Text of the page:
The U.S. Chemical Safety Board has released preliminary findings from its ongoing investigation of the toxic chemical release that occurred at a distilled spirits plant in Kansas on October 21, 2016. The CSB’s investigation into the release has identified several shortcomings in the design and labeling of loading stations, as well as adherence to chemical unloading procedures. The chemical release occurred when sulfuric acid was inadvertently unloaded from a tanker truck into a fixed sodium hypochlorite tank at the plant. The two materials combined to produce chlorine gas that sent over 140 individuals, both workers and members of the public, to area hospitals and resulted in shelter-in-place and evacuation orders for thousands of local residents. The CSB’s investigation found that at about 7:35 am, a tanker truck arrived at the facility to deliver sulfuric acid. There, a facility operator escorted the driver to a locked loading area. The operator unlocked the gate to the fill lines and also unlocked the sulfuric acid fill line. The CSB found that the facility operator likely did not notice that the sodium hypochlorite fill line was also already unlocked before returning to his workstation. The driver connected the sulfuric acid discharge hose from the truck into the sodium hypochlorite fill line. The line used to transfer sulfuric acid looked similar to the sodium hypochlorite line, and the two lines were located in close proximity. As a result of the incorrect connection, thousands of gallons of sulfuric acid from the tanker truck entered the facility’s sodium hypochlorite tank. The resulting mixture created a dense green cloud, which traveled northeast of the facility until the wind shifted the cloud northwest towards a more densely populated area of town. The CSB investigation concluded that emergency shutdown mechanisms were not in place or were not actuated from either a remote location at the facility or in the truck. The CSB found a number of design deficiencies that increased the likelihood of an incorrect connection, such as the close proximity of the fill lines, and unclear and poorly placed chemical labels. In addition, the CSB found that both the facility and trucking company did not follow internal procedures for unloading operations CLICK HERE for the CSB Press Release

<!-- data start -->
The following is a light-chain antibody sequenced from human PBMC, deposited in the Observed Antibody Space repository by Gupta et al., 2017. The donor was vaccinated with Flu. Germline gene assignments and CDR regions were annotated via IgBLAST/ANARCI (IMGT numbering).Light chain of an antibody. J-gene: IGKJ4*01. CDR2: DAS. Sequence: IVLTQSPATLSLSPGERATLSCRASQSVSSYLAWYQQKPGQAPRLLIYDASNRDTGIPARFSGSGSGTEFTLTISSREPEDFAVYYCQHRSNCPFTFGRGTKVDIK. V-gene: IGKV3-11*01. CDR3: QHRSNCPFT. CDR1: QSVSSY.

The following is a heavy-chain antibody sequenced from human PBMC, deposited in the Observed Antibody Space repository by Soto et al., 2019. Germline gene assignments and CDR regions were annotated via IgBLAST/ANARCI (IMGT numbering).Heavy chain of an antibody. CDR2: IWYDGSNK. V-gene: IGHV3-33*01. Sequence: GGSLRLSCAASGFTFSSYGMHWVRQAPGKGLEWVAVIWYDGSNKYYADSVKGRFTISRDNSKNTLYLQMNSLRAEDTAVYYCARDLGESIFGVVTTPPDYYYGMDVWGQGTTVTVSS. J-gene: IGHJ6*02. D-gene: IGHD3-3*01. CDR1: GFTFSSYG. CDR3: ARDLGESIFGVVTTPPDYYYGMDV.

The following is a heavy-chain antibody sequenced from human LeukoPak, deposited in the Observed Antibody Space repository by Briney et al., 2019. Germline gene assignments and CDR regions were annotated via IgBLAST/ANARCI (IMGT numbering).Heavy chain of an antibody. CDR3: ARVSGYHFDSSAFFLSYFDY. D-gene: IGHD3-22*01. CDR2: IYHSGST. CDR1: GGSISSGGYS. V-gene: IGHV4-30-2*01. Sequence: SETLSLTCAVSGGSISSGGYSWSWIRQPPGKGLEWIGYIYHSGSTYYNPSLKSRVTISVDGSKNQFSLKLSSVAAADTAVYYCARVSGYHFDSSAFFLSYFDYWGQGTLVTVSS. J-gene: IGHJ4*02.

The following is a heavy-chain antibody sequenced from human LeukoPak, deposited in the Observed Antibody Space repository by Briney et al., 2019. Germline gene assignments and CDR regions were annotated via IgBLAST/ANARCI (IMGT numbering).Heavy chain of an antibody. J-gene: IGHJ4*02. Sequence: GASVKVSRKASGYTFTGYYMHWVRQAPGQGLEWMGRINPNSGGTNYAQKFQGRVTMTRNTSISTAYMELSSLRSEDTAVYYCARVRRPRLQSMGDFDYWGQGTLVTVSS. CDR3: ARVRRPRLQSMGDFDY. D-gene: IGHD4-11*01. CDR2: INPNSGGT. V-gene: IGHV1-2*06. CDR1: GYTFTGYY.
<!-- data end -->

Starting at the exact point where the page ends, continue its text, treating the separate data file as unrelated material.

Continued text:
U.S. fire departments responded to an average of 4,440 structure fires involving hot work per year. These fires caused an average of 12 civilian deaths, 208 civilian injuries and $287 million in direct property damage per year. From 2001-2015, five firefighters were fatally injured in four unintentional fires started by torches. Forty-two percent of the fires involving hot work in 2010-2014 occurred in or on homes, including one or two-family homes and apartments or other multi-family homes, while 58% occurred in or on-non-home properties.